The battle of the hybrid racing cars in World Endurance Racing took an interesting turn this weekend when Toyota's TS030 Hybrid won the fifth round of the FIA World Endurance Championship in Sao Paulo, Brazil.
The TS030 Hybrid uses a petrol 3.4 litre V8 engine and a Nisshinbo 500 kJ supercapacitor energy recovery unit which only feeds energy to the rear wheels via a Nippondenso drive unit, and was not expected to seriously challenge the Audi R18 e-tron quattro for some time – partially due to the long term dominance of the Audi marque in this form of racing, and partially because the whole Toyota car and team is new and endurance racing is cruel to the untested.
Audi's outstanding record in the Le Mans 24 Hour race, arguably the most important single race on the planet, is a measure of the challenge faced by Toyota in tackling endurance racing – Audi has won 11 of the last 13 Le Mans 24 Hour events, with much of its technology, engines and regular drivers used by the winning Bentley in 2003 when it did not field an official team.
The Audi R18 e-tron quattro uses a turbocharged 3.7 liter V6 diesel engine with a 500 kJ electric flywheel accumulator to store recovered energy and feed it to the front wheels, hence offering four-wheel-drive.
Many people believed the rear-wheel-drive Toyota system would prove to be inferior to the four-wheel-drive Audi design, but the speed of the TS030 has been very impressive, particularly in its second race at Silverstone on August 24 where it finished second to the Audi e-tron quattro but set the fastest lap of the event and had a higher top speed than the Audi.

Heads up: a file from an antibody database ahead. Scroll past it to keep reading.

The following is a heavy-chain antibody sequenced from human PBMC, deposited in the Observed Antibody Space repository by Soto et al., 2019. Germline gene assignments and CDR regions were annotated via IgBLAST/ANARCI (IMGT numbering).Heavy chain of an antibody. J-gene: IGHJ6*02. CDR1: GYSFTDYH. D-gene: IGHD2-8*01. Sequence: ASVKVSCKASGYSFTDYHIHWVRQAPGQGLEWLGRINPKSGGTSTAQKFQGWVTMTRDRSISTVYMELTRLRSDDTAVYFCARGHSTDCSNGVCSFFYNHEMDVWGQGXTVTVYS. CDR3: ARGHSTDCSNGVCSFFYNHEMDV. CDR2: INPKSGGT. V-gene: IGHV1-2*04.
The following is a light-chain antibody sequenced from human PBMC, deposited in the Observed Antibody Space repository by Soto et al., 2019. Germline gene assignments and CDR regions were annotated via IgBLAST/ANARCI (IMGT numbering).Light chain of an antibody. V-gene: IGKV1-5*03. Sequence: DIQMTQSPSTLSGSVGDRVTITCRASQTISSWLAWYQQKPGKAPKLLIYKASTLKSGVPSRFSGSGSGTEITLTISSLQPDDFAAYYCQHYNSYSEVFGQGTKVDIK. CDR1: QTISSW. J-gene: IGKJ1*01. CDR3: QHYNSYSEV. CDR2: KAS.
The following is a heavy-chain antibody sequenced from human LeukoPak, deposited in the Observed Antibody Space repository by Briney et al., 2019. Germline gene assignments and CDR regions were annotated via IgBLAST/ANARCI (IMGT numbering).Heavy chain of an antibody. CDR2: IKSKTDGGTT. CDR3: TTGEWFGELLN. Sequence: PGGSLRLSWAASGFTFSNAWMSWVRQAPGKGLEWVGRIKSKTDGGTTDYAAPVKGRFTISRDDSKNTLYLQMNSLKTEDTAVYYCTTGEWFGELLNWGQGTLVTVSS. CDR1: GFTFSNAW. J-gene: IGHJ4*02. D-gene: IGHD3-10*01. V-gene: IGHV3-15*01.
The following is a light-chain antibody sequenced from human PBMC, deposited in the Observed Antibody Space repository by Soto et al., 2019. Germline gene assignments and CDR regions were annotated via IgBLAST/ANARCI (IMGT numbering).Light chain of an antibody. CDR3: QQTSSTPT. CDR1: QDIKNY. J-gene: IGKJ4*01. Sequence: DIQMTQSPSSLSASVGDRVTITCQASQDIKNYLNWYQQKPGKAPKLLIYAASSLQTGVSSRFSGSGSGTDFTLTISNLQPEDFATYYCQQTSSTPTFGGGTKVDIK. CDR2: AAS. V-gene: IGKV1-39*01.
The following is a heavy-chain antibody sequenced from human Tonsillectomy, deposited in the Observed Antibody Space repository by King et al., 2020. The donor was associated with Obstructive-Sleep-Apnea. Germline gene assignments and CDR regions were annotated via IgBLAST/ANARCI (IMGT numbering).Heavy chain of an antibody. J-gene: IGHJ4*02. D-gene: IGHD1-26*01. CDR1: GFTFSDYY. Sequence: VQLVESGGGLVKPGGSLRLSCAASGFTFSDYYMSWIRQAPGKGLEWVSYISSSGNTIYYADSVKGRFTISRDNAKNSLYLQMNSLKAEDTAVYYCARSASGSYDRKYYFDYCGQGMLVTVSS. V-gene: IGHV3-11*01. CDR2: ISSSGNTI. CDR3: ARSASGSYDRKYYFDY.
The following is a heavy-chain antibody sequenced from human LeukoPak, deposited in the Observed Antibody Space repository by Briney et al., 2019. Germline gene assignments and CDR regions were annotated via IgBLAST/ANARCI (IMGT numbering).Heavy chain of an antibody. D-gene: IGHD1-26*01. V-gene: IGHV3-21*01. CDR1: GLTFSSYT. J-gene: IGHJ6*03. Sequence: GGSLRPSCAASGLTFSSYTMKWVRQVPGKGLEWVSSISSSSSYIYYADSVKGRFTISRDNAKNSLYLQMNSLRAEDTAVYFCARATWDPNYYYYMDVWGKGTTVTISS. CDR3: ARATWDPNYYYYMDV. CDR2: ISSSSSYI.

At Interlagos the Toyota took pole by a whopping 0.784 second margin in the hands of former Peugeot pilot Alexander Wurz and led unchallenged for most of the first hour.
Both Audis were capable of going longer on a full fuel tank, so when the Toyota pitted first, both took a turn in the lead during the first round of pit stops.
By the one hour mark of the six hour event, the Toyota had regained the lead and was not to lose it again, thanks to a faster race pace and some good fortune during a deployment of the two pace cars system where the Toyota found itself behind the first pace car with the Audis behind the second pace car.
From there, the TS030 of Alex Wurz and Nicolas Lapierre slowly built a winning margin of just over a minute before the chequered flag fell, and with three races gone, its speed is evident, having led every race in which it has competed.
The "Toyota Hybrid System - Racing" development project is now in its sixth year, and the race was a personal triumph for Hisatake Murata, who has headed the project since its inception and is now Hybrid Project Leader at Toyota Racing.
The project took its first win in July 2007 when a Toyota Supra became the first hybrid car to win a race at the Tokachi 24 Hour event in Japan that year. An early version of the TS030 supercapacitor hybrid system was used in the Supra.
The rapidly developing Audi-Toyota rivalry will be played out once more in Six Hours of Bahrain on September 29.
See the stories that matter in your inbox every morning